However, this is not to suggest that you can drink uncontrollably and in any way you want while in Japan. Learning some drinking rules and etiquette goes a long way to avoid making a faux-pas and keep you safe!
There are some rituals that you have to consider before being able to empty your glass. Don’t pour your own drink: your host or friend has to do you the honor, and you must then also serve them in return. You’ll hear exclamations of "Kanpai!" often. It means "Cheers!" in Japanese.
Unlike in many Western countries, going out solely to drink alcohol is not very common in Japan. Drinking usually comes with a meal or a light snack, called otsumami. Otsumami is normally served on a plate and commonly involves beans, small rice crackers, or dried squid.
While the country’s national drink is sake, or Japanese rice wine, the alcohol most commonly ordered in bars is in fact lager beer. The most popular brands include Sapporo, Kirin, Asahi, and Suntory. They’re worth trying out!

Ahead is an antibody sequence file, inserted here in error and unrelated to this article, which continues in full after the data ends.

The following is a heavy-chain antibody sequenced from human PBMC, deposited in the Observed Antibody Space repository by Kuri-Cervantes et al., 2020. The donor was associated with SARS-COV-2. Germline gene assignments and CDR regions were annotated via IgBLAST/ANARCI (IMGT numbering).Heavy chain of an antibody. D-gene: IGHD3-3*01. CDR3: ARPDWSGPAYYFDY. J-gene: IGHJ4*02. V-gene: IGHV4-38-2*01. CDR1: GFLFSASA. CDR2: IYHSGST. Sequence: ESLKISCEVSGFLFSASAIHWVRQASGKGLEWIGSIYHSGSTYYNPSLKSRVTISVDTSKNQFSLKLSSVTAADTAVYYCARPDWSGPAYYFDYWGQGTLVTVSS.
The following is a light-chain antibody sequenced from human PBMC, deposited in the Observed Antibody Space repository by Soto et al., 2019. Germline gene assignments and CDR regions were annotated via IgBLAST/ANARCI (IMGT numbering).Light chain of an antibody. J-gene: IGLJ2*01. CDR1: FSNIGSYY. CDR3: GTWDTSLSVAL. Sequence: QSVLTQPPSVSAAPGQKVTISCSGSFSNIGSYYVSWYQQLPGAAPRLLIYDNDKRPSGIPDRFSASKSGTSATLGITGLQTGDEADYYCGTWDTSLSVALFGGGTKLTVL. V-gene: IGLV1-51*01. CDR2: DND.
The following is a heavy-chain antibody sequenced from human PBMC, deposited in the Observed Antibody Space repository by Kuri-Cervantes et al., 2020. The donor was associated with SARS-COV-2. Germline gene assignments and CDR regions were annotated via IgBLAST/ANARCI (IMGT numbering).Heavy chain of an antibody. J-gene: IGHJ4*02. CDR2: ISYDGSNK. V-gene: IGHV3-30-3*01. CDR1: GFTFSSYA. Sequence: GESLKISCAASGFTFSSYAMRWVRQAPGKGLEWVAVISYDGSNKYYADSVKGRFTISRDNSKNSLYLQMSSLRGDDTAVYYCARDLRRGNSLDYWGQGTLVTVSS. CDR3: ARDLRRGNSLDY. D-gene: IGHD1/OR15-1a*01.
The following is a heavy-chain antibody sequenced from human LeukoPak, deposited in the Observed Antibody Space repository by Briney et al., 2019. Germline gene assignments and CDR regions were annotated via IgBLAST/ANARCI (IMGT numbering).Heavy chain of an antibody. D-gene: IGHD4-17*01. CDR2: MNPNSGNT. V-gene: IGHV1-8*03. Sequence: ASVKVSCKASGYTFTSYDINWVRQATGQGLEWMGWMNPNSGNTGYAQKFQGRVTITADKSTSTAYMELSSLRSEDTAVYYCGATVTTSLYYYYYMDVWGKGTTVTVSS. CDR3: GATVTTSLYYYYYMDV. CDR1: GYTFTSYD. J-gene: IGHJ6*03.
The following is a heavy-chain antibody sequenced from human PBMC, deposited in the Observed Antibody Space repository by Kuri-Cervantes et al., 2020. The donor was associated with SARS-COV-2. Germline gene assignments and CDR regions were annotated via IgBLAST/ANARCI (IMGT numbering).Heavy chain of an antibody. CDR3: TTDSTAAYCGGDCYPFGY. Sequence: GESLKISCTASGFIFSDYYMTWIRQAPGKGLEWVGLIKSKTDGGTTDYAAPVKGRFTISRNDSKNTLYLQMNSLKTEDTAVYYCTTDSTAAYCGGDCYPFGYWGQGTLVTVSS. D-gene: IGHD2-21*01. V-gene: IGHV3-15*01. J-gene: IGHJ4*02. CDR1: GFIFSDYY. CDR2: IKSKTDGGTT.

Watch out for brands that are cheaper – many of them are not actually real beer, but a malt-flavored drink. While they may taste and look like cheap beer, they will not give you the same experience! When it comes to the more expensive type of alcohol that is sake, going for an affordable option is a good idea.
As mentioned earlier, it’s common to see people drinking, and even drunk, in public. However, you have to keep in mind that some parks may have special rules about how people can drink or eat on their precincts. Generally, it's okay to pop a bottle open almost anywhere in the country. But then again, make sure you’re not on a private property where there are rules to follow.